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Nearly 500 drivers caught speeding on stretch of north-east road

Nearly 500 drivers were caught on one stretch of road.
Nearly 500 drivers were caught on one stretch of road.

Nearly 500 drivers were caught speeding on one stretch of a major north-east road over the last three years, new figures show.

Statistics obtained through Freedom of Information powers show mobile cameras caught 480 people driving in excess of the speed limit on the A96 between Inverurie and Huntly.

In some instances drivers were clocked speeding at more than 100 mph.

The figures also show there were four fatalities and 26 serious crashes on the same stretch of road over the three-year period, which covers March 2018 to March 2021.

The drivers were caught speeding between Huntly and Inverurie.

That has prompted calls from the Scottish Conservatives for transport chiefs to provide an update on the project to upgrade the road, which is the main route from Aberdeen to Inverurie, Huntly, Elgin and Inverness.

A preferred route for the upgraded road was announced late last year.

Alexander Burnett, the Tories’ candidate in Aberdeenshire West at next month’s Holyrood election, described the road as a “death trap” and claimed it is “not fit for purpose” in its current form, while also criticising those guilty of speeding.

“In its present state, the A96 is a death trap and commuters want to see the right upgrades happen at the correct places,” he said.

“That is why the consultations are vital to ensure residents aren’t affected and our beauty spots aren’t tarnished.

“Looking at the Scottish Government’s latest infrastructure plan, just £20 million will be spent on this £3 billion project between now and 2026.

“It’s clear some stretches of the route aren’t fit for purpose and to see speeding of this nature is hugely worrying.

Aberdeenshire West candidate Alexander Burnett.

“The figures highlight the need for safety improvements to be made on the route which in its present form, leads to dangerous manoeuvres such as blind overtaking on narrow parts of the road.

“In our north-east manifesto, we are committed to investing in our local infrastructure like the A96 as part of rebooting our economy.

“After what’s come to light, I question whether the SNP will do the same, instead solely focussing on the central belt’s M8 and M9.”

Transport secretary Michael Matheson insisted the SNP was committed to improving transport links in the north-east.

“As part of the SNP’s manifesto we have made a number of commitments to improve connectivity in the north of Scotland including the dualling of the A96 and the A9,” he said.

Transport minister Michael Matheson.

“We are also continuing to make progress in upgrading the A82. Despite the Tories cutting our capital budget by 5% we continue to make improvements to Scotland’s connectivity.

“As part of our commitment to improving connectivity in the north of Scotland we will improve rail-links in the area by building a new station at Inverness airport, our key priority will be to upgrade the Highland Main Line and continuing upgrades and improvements to the Inverness to Aberdeen line – cutting down journey times and encouraging more people to make their journey by rail.”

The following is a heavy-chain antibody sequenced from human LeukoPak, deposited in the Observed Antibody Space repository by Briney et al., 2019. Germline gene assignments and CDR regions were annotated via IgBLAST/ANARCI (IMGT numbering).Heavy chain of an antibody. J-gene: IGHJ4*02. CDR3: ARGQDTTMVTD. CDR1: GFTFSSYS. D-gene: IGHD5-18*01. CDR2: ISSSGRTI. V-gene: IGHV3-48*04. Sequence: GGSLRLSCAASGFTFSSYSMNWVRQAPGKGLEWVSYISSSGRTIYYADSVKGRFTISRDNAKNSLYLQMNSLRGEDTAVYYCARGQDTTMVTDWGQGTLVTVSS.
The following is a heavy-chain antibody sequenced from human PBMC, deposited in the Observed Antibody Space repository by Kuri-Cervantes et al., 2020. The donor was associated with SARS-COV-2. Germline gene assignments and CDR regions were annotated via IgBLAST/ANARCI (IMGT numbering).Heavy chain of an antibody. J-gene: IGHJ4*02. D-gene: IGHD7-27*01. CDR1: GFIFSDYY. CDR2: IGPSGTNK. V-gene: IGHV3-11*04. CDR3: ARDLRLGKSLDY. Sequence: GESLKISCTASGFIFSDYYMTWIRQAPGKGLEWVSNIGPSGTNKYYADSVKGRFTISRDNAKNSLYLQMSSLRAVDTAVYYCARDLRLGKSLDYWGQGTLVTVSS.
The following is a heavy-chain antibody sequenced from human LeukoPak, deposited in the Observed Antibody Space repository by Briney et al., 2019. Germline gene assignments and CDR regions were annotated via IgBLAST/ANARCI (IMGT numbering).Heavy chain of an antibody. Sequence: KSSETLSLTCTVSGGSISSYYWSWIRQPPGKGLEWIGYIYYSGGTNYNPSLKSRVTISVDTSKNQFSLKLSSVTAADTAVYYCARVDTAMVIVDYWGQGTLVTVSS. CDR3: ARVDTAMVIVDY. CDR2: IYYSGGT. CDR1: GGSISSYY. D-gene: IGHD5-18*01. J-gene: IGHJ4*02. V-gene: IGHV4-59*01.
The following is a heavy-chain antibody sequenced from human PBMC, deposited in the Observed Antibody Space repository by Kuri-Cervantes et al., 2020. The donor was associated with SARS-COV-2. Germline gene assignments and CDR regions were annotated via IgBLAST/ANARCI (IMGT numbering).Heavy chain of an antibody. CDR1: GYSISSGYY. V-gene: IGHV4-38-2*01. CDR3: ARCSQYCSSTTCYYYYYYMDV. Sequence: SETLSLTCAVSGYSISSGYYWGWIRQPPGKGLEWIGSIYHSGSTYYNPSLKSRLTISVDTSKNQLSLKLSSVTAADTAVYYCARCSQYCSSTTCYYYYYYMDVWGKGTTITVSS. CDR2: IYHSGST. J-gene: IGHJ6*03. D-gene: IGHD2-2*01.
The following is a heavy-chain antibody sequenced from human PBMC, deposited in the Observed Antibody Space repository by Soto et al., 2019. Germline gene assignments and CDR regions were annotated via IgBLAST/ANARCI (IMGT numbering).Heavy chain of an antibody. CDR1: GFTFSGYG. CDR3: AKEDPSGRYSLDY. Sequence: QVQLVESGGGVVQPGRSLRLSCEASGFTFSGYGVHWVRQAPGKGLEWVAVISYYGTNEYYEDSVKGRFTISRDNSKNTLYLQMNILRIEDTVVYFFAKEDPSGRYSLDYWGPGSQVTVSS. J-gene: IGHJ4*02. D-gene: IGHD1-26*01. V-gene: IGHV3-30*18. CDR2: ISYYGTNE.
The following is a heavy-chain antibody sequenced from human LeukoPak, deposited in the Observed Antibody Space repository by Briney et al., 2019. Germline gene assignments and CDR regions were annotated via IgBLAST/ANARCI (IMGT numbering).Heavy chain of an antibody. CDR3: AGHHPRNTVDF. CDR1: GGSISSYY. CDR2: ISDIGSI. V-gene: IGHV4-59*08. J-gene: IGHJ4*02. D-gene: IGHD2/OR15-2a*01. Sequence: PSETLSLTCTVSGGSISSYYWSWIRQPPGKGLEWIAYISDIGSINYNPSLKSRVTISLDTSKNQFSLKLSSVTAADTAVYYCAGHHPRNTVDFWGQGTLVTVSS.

A spokesman for Transport Scotland, the Scottish Government’s transport agency, added: “Latest figures show casualties on Scotland’s roads are at their lowest levels since records began. We’ve seen a 35% increase in traffic over the past 25 years but a 66% decrease in road collisions across the same period.

“We need to build on what we’ve achieved and our recently published and previously announced new framework will do so through a sharper focus, improved evaluation, more specific targets and stronger connections between national and local levels.

“We are also continuing to progress our ambitious plans to dual the A96 between Inverness and Aberdeen. We are continuing to advance the detailed development and assessment of the preferred option for the east of Huntly to Aberdeen section, having announced the preferred option in December.

“Delivery of the scheme itself can only commence when it is approved under the relevant statutory procedures and thereafter a timetable for construction can be set.”

Police Scotland insisted it will continue to tackle those who speed on the north-east’s roads.

Inspector Lorraine Mackie of the force’s road policing unit said: “Road safety continues to remain a priority for North East Division and I would urge motorists to watch their speed.  Excessive or inappropriate speed increases both the likelihood of a collision and the severity of injuries.  It is tragic, unnecessary and avoidable but sadly is happening all too often.

“I would encourage motorists to reduce their speed and drive within the set speed limit, according to the changing road and weather conditions that they encounter.

“We routinely conduct patrols in the north-east focussing on speeding, along with all other road traffic offences.  We will continue to enforce Operation CEDaR (challenge, educate, detect and reduce) to ensure we reduce road crime and casualties on our roads.

“We will continue to take action to improve road safety and ask that anyone who has concerns about other road users report it to us on 101.”

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